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  Miscellaneous Medieval References : Including Richard de Tonge (1300 - 1378),  Hugh de Tonge (Yorks.),  Thomas de Tonge (monk, of Shrops., 1342),   Robert de Tong, John de Tong (of Yorks., 1408)

On Friday next after the Feast of St. Luke the year aforesaid, it happened that Thomas le Rede, servant (garcio) of Richard de Tonge, clerk of the chapel of the lord the King, lay dead of a death other than his rightful death in the tenement of Thomas Scot in the parish of St. Dunstan in Tower Ward. On hearing this, the aforesaid Coroner and Sheriffs went there, and having summoned good men of the said Ward and of the three nearest Wards, viz.: Alegate, Portsokne and Billinggesgate, they diligently enquired how it happened. The jurors say that when, on the preceding Sunday, after the hour of curfew, the said Thomas le Rede and a certain Richard, a clerk, called Dicoun le Clerk, were quarrelling together opposite the house of John le Braye in the said parish, the said Richard drew forth his small knife and struck the said Thomas on the right side, inflicting a wound an inch long and four inches deep, with which wound the said Thomas went to the said tenement, where he lay dead. He there received his ecclesiastical rights and lingered until the Friday aforesaid, when he died at midnight of the wound aforesaid, and of no other felony committed against him. Being asked what became of the said Richard they say that he forthwith fled, but whither, or who received him, they know not. Being asked who were present when it happened, they say No one except those two, nor did they suspect any man or woman of the death except the said Richard, who had no chattels as far as they could ascertain. The corpse of the said Thomas was viewed, whereon the wound appeared, and no other hurt. Precept to the Sheriffs to attach the said Richard when found in their bailiwick.

London: - Calendar of Coroners Rolls, City of London, 1300-1378
Roll B,  On the Death of Thomas le Rede.


The monks of Kirstall received one carucate of land in Cliviger with all the villiens there, Siward the carpenter cum tota sequela sua, and the services of Hugh de Tong. (foot note: Mowbray Charters, no, 66; EYC, VI, no. 43; Kirstall Coucher, nos. 275, 296; EYC, III, no. 1766; cf. the remarks of Hill, English Cistercian Monasteries, p. 67)

The Monastic Order in Yorkshire, 1069-1215
by Janet Burton
Cambridge University Press
ISBN: 052155229X


An unnamed abbot was murdered in 1342. His accused murderer, brother Thomas de Tonge, monk of Buildwas [Note: Cistercian abbey of Buildwas in Shropshire SJT], placed in monastic prison, from which he broke out. Writ for arrest 12 Sept. 1342; papal mand. to reconcile 20 Nov. 1343; yet another writ for arrest 18 Aug. 1344 (CPR 345-48, p.110; Logan, Runaway Religeous, p.207)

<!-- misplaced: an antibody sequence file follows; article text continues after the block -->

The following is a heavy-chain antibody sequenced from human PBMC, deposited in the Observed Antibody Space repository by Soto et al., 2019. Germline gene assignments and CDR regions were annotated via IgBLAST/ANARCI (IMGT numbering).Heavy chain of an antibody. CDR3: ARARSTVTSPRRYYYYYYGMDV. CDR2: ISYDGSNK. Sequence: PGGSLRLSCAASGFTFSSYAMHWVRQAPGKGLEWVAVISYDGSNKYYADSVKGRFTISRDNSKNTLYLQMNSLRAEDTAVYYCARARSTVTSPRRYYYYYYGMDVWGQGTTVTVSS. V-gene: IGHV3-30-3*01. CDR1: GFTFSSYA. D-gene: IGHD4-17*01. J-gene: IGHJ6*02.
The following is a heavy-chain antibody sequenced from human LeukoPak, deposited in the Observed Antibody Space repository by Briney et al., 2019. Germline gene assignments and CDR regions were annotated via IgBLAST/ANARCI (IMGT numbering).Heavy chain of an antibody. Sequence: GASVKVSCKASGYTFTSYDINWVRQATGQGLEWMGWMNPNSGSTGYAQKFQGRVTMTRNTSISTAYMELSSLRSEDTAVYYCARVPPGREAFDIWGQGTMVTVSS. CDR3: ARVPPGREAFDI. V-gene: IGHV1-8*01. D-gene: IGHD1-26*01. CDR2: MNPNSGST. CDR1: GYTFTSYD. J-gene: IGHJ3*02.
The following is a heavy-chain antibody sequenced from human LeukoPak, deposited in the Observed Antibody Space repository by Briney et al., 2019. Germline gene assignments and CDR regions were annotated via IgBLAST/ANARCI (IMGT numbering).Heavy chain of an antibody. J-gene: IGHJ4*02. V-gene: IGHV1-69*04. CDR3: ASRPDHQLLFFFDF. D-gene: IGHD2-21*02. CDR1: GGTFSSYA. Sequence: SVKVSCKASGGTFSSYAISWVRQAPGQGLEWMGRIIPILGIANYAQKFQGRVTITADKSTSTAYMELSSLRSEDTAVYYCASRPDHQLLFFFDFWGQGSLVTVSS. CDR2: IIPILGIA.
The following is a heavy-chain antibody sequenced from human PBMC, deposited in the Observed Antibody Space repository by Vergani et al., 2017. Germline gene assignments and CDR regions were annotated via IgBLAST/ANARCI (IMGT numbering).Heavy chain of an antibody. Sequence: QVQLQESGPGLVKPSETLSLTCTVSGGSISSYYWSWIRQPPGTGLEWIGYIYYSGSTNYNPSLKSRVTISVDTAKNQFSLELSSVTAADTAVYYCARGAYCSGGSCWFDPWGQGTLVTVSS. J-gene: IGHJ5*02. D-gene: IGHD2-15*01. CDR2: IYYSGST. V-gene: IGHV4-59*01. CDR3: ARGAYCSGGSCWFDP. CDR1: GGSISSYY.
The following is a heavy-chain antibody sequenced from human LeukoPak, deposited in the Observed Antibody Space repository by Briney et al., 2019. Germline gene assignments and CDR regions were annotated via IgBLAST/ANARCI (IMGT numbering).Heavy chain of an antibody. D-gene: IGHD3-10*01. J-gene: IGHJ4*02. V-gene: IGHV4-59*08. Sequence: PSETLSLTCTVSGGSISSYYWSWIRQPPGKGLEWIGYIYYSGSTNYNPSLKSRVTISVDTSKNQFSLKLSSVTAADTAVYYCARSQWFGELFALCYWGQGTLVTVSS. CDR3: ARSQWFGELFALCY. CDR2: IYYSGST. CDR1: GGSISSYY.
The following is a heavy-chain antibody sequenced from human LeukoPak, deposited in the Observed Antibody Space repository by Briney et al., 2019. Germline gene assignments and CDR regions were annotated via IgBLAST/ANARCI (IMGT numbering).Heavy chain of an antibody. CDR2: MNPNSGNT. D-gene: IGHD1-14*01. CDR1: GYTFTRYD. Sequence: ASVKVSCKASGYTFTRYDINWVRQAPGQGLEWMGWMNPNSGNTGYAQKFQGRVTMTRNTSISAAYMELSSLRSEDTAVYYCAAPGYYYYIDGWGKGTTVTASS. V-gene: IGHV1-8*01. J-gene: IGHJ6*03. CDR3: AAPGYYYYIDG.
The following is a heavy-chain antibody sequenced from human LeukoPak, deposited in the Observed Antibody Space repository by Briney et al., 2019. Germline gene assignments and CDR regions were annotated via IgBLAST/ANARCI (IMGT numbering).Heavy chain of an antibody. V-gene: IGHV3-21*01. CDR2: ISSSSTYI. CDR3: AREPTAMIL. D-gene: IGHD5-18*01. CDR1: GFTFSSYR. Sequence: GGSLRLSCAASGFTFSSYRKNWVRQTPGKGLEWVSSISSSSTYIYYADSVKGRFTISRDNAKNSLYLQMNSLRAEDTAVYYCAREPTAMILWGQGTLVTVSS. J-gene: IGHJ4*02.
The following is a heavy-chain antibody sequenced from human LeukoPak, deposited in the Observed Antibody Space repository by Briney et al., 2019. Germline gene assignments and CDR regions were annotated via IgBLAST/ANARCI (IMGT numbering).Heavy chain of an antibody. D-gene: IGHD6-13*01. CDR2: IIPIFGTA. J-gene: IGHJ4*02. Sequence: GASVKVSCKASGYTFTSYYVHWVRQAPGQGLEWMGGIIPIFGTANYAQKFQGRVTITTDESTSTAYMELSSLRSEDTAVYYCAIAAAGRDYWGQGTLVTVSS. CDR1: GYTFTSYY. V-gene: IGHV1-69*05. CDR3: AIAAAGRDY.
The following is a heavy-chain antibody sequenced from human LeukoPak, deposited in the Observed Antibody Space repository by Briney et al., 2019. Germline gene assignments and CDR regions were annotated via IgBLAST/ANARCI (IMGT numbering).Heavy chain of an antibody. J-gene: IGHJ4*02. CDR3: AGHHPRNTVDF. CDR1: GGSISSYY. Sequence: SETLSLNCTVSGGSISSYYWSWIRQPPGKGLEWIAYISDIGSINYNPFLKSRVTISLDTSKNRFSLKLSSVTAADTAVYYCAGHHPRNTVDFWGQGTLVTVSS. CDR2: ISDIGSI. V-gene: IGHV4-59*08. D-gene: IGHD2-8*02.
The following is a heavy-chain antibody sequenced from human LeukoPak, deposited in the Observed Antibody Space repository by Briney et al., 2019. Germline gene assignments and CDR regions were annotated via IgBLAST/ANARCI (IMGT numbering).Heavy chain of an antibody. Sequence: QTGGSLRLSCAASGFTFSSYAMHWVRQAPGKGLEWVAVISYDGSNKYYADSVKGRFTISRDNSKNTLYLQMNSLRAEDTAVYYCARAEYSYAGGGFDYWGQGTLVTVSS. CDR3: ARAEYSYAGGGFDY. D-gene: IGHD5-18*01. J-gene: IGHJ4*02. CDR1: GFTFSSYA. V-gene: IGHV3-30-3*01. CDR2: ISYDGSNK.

The Heads of Religious Houses: England and Wales, 1216-1377
edited by David M Smith, Vera C M London
Cambridge University Press through
ISBN: 0521802717


Robert de Tong, who had served Eleanora for some time in the capacity of clerk of the household, was promoted to the dignity of her treasurer; and, as such, was appointed to draw out a list of those persons who intended to accompany the princess abroad, and give it to the parties employed in providing the vessels, that they might know the extent to which such provision was requisite. He was likewise deputed to pay her expenses and those of her attendants, up to the time of their quitting England; these amounted to 1635 marks, exclusive of the money paid for her passage. She was attended by William, Lord Zouch of Mortimer, and Sir Constantine Mortimer, who afterwards became her household steward; also be here treasurer, Robert Tong, eight knights, two ladies, a chamber-woman, a washerwoman, and one hundred and thirty-six men servants, amongst whom are mentioned four minstrels, two esquires, six pages, a salterer, poulterer, and two sumpterers. They had in their train fifty hourses.

Lives of the Princesses of England, from the Norman Conquest
by Mary Anne Everett Green


In the account of the Feodary of the Hon' of Pontefract, 10 H. 4 (1408-9). DDD. 70. OF the Relief of John, son and heire of John de Tonge for halfe a Kt's fee in Tonge, Hundsworth & Thornshill, L.

The Yorkshire Archaeological Journal